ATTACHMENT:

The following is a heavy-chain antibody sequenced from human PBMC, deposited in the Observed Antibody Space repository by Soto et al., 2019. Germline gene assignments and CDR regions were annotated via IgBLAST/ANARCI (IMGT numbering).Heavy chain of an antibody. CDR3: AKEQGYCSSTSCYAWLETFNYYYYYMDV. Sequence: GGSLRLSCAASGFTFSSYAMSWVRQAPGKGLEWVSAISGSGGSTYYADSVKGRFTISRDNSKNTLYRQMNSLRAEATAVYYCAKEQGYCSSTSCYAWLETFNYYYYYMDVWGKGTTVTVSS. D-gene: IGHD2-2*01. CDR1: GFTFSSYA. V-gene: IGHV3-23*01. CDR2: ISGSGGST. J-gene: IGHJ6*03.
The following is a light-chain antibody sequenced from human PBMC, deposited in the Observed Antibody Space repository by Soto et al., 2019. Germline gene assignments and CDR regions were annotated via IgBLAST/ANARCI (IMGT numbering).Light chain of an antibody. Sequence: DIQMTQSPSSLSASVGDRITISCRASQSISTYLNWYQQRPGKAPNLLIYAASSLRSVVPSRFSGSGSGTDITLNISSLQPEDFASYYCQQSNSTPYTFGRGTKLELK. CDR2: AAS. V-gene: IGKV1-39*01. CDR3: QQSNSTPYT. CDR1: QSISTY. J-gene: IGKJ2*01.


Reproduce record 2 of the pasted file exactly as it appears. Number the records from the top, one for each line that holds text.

The following is a light-chain antibody sequenced from human PBMC, deposited in the Observed Antibody Space repository by Soto et al., 2019. Germline gene assignments and CDR regions were annotated via IgBLAST/ANARCI (IMGT numbering).Light chain of an antibody. Sequence: DIQMTQSPSSLSASVGDRITISCRASQSISTYLNWYQQRPGKAPNLLIYAASSLRSVVPSRFSGSGSGTDITLNISSLQPEDFASYYCQQSNSTPYTFGRGTKLELK. CDR2: AAS. V-gene: IGKV1-39*01. CDR3: QQSNSTPYT. CDR1: QSISTY. J-gene: IGKJ2*01.